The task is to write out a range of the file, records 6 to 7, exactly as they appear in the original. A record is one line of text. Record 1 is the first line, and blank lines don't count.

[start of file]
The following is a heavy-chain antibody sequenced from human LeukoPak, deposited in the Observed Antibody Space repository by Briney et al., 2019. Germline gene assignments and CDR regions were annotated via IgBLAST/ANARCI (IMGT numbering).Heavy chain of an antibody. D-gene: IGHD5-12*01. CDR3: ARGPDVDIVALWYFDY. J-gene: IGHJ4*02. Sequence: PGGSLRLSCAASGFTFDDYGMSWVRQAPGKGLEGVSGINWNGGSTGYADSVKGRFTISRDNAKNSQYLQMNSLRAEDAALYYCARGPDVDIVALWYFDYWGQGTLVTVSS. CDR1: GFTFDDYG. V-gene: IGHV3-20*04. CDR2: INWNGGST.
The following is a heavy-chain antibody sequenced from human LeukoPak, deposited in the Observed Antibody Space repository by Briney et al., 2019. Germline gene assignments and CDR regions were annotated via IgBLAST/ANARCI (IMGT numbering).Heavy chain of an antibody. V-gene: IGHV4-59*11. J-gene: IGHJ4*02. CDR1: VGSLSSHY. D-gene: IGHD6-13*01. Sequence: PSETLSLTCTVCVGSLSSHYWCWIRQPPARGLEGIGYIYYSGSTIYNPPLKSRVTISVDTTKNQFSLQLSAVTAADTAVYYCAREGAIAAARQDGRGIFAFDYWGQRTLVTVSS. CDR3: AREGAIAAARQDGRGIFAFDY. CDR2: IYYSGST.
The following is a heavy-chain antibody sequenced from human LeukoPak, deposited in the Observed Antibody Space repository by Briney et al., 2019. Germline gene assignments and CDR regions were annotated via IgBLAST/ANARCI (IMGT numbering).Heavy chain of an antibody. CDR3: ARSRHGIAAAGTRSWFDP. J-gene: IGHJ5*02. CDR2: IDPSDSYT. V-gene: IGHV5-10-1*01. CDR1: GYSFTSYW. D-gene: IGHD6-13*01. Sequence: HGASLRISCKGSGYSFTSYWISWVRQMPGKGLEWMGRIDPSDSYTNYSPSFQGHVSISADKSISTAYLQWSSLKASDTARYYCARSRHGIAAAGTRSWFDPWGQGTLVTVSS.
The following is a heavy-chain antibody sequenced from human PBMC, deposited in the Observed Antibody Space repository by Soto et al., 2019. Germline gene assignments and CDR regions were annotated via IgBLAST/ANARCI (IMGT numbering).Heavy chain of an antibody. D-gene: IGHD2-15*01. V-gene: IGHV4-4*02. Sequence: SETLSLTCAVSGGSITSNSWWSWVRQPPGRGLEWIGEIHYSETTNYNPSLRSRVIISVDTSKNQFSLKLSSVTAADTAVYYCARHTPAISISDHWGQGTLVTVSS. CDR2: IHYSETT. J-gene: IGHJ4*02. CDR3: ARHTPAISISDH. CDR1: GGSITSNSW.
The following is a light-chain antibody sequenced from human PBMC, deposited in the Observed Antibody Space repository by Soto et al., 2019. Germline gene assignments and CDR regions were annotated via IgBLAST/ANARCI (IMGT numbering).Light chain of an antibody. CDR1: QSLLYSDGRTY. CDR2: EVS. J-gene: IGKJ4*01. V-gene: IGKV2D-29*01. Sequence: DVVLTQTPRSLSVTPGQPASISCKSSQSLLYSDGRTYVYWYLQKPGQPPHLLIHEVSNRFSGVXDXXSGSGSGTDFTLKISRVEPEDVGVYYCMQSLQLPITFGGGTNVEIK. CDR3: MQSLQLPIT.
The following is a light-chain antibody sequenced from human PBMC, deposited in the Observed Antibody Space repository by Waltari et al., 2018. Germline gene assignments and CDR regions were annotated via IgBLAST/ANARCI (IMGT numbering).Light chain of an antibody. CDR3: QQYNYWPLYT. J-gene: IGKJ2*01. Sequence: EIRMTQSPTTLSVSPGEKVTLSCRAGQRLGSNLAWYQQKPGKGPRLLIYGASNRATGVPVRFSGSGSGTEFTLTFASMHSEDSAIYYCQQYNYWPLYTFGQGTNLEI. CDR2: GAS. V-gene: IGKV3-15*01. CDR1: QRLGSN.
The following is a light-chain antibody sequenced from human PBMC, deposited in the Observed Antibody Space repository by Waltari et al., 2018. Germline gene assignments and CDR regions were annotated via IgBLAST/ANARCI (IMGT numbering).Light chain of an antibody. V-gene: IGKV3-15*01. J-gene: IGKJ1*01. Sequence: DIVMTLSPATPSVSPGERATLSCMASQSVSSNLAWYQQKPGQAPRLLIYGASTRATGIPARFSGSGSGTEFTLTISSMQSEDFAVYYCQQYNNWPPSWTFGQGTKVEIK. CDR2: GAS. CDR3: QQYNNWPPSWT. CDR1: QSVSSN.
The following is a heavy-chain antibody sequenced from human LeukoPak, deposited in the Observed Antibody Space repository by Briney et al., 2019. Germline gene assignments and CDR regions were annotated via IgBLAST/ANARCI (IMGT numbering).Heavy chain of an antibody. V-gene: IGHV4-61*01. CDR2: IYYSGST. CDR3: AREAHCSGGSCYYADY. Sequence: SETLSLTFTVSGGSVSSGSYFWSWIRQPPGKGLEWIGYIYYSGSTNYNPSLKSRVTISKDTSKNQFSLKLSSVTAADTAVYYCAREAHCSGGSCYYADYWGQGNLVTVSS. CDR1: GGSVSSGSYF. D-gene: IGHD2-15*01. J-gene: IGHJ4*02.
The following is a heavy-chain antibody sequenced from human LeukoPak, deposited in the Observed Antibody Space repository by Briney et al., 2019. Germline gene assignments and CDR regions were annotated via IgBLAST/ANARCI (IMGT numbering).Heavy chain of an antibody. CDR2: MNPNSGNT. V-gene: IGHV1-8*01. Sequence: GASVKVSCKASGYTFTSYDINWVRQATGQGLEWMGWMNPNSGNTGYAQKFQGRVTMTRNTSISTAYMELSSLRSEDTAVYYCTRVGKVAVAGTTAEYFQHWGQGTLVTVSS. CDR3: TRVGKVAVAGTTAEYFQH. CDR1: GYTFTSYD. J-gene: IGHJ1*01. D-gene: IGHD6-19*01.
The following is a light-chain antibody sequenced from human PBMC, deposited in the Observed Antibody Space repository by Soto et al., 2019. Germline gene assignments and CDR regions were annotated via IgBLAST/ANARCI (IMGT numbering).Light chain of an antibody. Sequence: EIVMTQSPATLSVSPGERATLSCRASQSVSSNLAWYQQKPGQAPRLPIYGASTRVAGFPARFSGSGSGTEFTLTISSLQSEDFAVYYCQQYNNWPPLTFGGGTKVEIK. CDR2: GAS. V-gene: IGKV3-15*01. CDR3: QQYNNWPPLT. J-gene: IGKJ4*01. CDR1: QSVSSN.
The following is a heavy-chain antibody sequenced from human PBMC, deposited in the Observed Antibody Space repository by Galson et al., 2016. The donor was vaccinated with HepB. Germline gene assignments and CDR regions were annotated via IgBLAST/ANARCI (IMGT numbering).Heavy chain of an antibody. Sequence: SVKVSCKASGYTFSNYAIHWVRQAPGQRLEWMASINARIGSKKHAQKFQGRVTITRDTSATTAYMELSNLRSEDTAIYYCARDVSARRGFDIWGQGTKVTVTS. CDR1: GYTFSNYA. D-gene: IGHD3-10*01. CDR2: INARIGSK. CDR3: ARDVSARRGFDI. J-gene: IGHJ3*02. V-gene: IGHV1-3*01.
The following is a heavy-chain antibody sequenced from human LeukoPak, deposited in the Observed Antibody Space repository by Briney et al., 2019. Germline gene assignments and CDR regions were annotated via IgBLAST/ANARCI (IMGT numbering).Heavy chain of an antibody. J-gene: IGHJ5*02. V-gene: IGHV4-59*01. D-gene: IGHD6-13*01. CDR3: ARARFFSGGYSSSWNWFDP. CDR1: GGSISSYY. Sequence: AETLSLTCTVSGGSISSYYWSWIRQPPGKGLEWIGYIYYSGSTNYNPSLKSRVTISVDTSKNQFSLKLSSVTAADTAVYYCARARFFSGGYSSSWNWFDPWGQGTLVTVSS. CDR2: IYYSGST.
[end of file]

The following is a light-chain antibody sequenced from human PBMC, deposited in the Observed Antibody Space repository by Waltari et al., 2018. Germline gene assignments and CDR regions were annotated via IgBLAST/ANARCI (IMGT numbering).Light chain of an antibody. CDR3: QQYNYWPLYT. J-gene: IGKJ2*01. Sequence: EIRMTQSPTTLSVSPGEKVTLSCRAGQRLGSNLAWYQQKPGKGPRLLIYGASNRATGVPVRFSGSGSGTEFTLTFASMHSEDSAIYYCQQYNYWPLYTFGQGTNLEI. CDR2: GAS. V-gene: IGKV3-15*01. CDR1: QRLGSN.
The following is a light-chain antibody sequenced from human PBMC, deposited in the Observed Antibody Space repository by Waltari et al., 2018. Germline gene assignments and CDR regions were annotated via IgBLAST/ANARCI (IMGT numbering).Light chain of an antibody. V-gene: IGKV3-15*01. J-gene: IGKJ1*01. Sequence: DIVMTLSPATPSVSPGERATLSCMASQSVSSNLAWYQQKPGQAPRLLIYGASTRATGIPARFSGSGSGTEFTLTISSMQSEDFAVYYCQQYNNWPPSWTFGQGTKVEIK. CDR2: GAS. CDR3: QQYNNWPPSWT. CDR1: QSVSSN.